# Lagrangian, 2 DOF (rotation with torsion, springs)

• Kolodny
To solve this problem, you would need to find the values of \dot{y} and \dot{\theta} and then find the displacements for the potential energy. There are many examples of 2 DOF Lagrangian problems available online, and it is important to understand the general concept of Lagrangians before attempting to solve them.
Kolodny

## Homework Statement

[PLAIN]http://mityaka.com/users/kolodny/img/lagprob.png

## Homework Equations

L = T - V

T = $$\frac{1}{2}$$*m*U2

Vs = $$\frac{1}{2}$$*k*x2

## The Attempt at a Solution

I worked out the equations of motion as:

FL = m*$$\ddot{y}$$+k*y-k*b*$$\theta$$

FL*e = IG*$$\ddot{\theta}$$+(k*b+kT)*$$\theta$$+k*b*yAnd from here I'm not sure where to proceed. I understand in general that I would have to find the $$\dot{y}$$ and $$\dot{\theta}$$, and then the displacement for the potential energy, but given the equations of motion I'm not sure how to go about doing that.

If someone could direct me to an example of a 2 DOF Lagrangian problem, that would be awesome. My textbook (Palm's System Dynamics) doesn't cover Lagrangians at all for some odd reason, and I can't find anything other than general explanations of Lagrangians, as well as some 1 DOF problems, through Google.

Edit: Nevermind, I was making it a lot harder than it should be. For some reason I thought I had to derive the y-dot and theta-dot in terms of position and use that, but I've got it now.

Last edited by a moderator:
The Lagrangian is L = T - V, with T = \frac{1}{2}*m*\dot{y}^2 + \frac{1}{2}*IG*\dot{\theta}^2V = \frac{1}{2}*k*(y-b*\theta)^2 + k*b*y*\thetaThe equations of motion are found by taking the time derivative of the Lagrangian:m*\ddot{y}+k*y-k*b*\theta = 0IG*\ddot{\theta}+(k*b+kT)*\theta+k*b*y = 0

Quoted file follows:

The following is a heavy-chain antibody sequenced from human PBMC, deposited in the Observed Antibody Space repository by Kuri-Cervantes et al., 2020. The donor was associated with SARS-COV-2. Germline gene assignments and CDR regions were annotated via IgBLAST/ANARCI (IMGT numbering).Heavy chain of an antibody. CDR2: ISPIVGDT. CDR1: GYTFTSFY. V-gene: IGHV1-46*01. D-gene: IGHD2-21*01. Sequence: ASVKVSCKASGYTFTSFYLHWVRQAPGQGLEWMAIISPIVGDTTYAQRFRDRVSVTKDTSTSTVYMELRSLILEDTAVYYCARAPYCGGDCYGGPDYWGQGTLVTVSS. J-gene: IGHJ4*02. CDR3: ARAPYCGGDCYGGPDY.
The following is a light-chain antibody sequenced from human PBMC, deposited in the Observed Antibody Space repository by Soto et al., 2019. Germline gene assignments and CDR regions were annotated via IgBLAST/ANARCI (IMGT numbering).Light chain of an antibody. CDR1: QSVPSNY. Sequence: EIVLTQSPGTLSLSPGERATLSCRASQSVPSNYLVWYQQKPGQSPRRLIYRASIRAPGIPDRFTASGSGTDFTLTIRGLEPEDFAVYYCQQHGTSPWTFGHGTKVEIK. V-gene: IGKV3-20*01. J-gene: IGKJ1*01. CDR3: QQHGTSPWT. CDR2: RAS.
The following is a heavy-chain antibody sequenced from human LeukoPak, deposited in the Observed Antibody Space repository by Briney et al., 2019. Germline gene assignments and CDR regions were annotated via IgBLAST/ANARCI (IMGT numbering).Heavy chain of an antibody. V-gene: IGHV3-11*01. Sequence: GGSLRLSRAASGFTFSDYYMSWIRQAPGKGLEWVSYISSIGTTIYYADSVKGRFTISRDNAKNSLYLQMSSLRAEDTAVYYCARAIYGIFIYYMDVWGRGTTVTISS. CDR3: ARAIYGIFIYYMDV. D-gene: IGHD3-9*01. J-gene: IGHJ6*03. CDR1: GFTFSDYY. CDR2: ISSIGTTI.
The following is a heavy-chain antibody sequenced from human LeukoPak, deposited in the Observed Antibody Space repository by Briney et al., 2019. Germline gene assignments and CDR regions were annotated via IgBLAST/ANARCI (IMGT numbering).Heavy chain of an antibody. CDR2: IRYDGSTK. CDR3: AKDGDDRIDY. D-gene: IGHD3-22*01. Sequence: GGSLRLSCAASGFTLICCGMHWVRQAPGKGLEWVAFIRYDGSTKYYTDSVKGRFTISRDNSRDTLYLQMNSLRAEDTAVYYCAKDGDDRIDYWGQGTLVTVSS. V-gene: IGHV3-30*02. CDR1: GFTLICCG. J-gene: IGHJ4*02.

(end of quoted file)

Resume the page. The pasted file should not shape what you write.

## 1. What is a Lagrangian in the context of a 2 DOF system?

A Lagrangian is a mathematical function that describes the dynamics of a system with two degrees of freedom (DOF), specifically rotation with torsion and the presence of springs. It takes into account the potential and kinetic energies of the system to derive the equations of motion.

## 2. How are the equations of motion derived using the Lagrangian for a 2 DOF system?

The equations of motion for a 2 DOF system can be derived by taking the partial derivatives of the Lagrangian with respect to the two variables, typically the angle of rotation and the displacement of the torsion spring. These equations can then be solved to determine the behavior of the system over time.

## 3. What are some applications of the Lagrangian for 2 DOF systems?

The Lagrangian for 2 DOF systems is commonly used in mechanical engineering and physics to model the behavior of systems such as pendulums, double pendulums, and torsion springs. It can also be applied to study the dynamics of molecules and particles in quantum mechanics.

## 4. How do the springs affect the behavior of a 2 DOF system?

The presence of springs in a 2 DOF system adds an additional force that must be taken into account in the equations of motion. The stiffness of the springs can greatly affect the natural frequencies of the system and how it responds to external forces or disturbances.

## 5. Are there any limitations to using the Lagrangian for 2 DOF systems?

While the Lagrangian is a powerful tool for analyzing the dynamics of 2 DOF systems, it does have some limitations. It assumes that the system is conservative, meaning that energy is conserved and there are no dissipative forces. It also does not take into account any external forces or torques acting on the system.

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